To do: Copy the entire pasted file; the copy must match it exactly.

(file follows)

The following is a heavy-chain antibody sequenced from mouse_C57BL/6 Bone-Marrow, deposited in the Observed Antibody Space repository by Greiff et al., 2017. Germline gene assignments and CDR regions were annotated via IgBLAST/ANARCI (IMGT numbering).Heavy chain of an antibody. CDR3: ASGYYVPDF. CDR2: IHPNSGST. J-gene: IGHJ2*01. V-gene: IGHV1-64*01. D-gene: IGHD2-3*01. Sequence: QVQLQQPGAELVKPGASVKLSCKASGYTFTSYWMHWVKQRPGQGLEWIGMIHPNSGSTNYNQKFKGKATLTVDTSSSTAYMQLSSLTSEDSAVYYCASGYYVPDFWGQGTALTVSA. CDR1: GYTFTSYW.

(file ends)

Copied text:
The following is a heavy-chain antibody sequenced from mouse_C57BL/6 Bone-Marrow, deposited in the Observed Antibody Space repository by Greiff et al., 2017. Germline gene assignments and CDR regions were annotated via IgBLAST/ANARCI (IMGT numbering).Heavy chain of an antibody. CDR3: ASGYYVPDF. CDR2: IHPNSGST. J-gene: IGHJ2*01. V-gene: IGHV1-64*01. D-gene: IGHD2-3*01. Sequence: QVQLQQPGAELVKPGASVKLSCKASGYTFTSYWMHWVKQRPGQGLEWIGMIHPNSGSTNYNQKFKGKATLTVDTSSSTAYMQLSSLTSEDSAVYYCASGYYVPDFWGQGTALTVSA. CDR1: GYTFTSYW.